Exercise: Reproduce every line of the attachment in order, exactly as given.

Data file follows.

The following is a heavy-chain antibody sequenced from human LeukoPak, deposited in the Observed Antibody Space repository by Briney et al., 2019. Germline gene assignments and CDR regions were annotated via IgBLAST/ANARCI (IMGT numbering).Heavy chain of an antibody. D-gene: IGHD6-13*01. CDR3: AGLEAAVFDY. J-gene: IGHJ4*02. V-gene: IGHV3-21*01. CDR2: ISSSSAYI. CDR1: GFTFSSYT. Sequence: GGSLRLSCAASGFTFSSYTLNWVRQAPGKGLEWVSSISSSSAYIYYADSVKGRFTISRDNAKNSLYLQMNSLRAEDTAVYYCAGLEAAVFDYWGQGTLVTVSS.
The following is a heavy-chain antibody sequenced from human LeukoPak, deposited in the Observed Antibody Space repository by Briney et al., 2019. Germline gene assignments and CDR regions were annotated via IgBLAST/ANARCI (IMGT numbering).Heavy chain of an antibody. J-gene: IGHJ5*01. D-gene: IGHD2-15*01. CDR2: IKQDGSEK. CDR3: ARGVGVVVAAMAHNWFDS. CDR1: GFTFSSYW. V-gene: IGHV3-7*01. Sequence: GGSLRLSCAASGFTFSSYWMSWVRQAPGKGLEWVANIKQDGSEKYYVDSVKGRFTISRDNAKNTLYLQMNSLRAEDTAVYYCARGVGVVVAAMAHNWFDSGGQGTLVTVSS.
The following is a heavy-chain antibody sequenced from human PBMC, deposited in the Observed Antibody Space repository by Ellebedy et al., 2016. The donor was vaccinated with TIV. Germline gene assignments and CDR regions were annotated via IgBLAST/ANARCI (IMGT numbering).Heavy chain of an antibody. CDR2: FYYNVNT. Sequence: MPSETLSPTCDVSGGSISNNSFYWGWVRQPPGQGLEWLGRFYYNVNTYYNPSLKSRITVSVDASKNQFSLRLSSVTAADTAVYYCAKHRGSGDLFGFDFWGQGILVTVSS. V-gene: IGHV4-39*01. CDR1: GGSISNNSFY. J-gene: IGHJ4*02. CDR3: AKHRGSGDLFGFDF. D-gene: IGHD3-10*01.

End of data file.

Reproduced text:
The following is a heavy-chain antibody sequenced from human LeukoPak, deposited in the Observed Antibody Space repository by Briney et al., 2019. Germline gene assignments and CDR regions were annotated via IgBLAST/ANARCI (IMGT numbering).Heavy chain of an antibody. D-gene: IGHD6-13*01. CDR3: AGLEAAVFDY. J-gene: IGHJ4*02. V-gene: IGHV3-21*01. CDR2: ISSSSAYI. CDR1: GFTFSSYT. Sequence: GGSLRLSCAASGFTFSSYTLNWVRQAPGKGLEWVSSISSSSAYIYYADSVKGRFTISRDNAKNSLYLQMNSLRAEDTAVYYCAGLEAAVFDYWGQGTLVTVSS.
The following is a heavy-chain antibody sequenced from human LeukoPak, deposited in the Observed Antibody Space repository by Briney et al., 2019. Germline gene assignments and CDR regions were annotated via IgBLAST/ANARCI (IMGT numbering).Heavy chain of an antibody. J-gene: IGHJ5*01. D-gene: IGHD2-15*01. CDR2: IKQDGSEK. CDR3: ARGVGVVVAAMAHNWFDS. CDR1: GFTFSSYW. V-gene: IGHV3-7*01. Sequence: GGSLRLSCAASGFTFSSYWMSWVRQAPGKGLEWVANIKQDGSEKYYVDSVKGRFTISRDNAKNTLYLQMNSLRAEDTAVYYCARGVGVVVAAMAHNWFDSGGQGTLVTVSS.
The following is a heavy-chain antibody sequenced from human PBMC, deposited in the Observed Antibody Space repository by Ellebedy et al., 2016. The donor was vaccinated with TIV. Germline gene assignments and CDR regions were annotated via IgBLAST/ANARCI (IMGT numbering).Heavy chain of an antibody. CDR2: FYYNVNT. Sequence: MPSETLSPTCDVSGGSISNNSFYWGWVRQPPGQGLEWLGRFYYNVNTYYNPSLKSRITVSVDASKNQFSLRLSSVTAADTAVYYCAKHRGSGDLFGFDFWGQGILVTVSS. V-gene: IGHV4-39*01. CDR1: GGSISNNSFY. J-gene: IGHJ4*02. CDR3: AKHRGSGDLFGFDF. D-gene: IGHD3-10*01.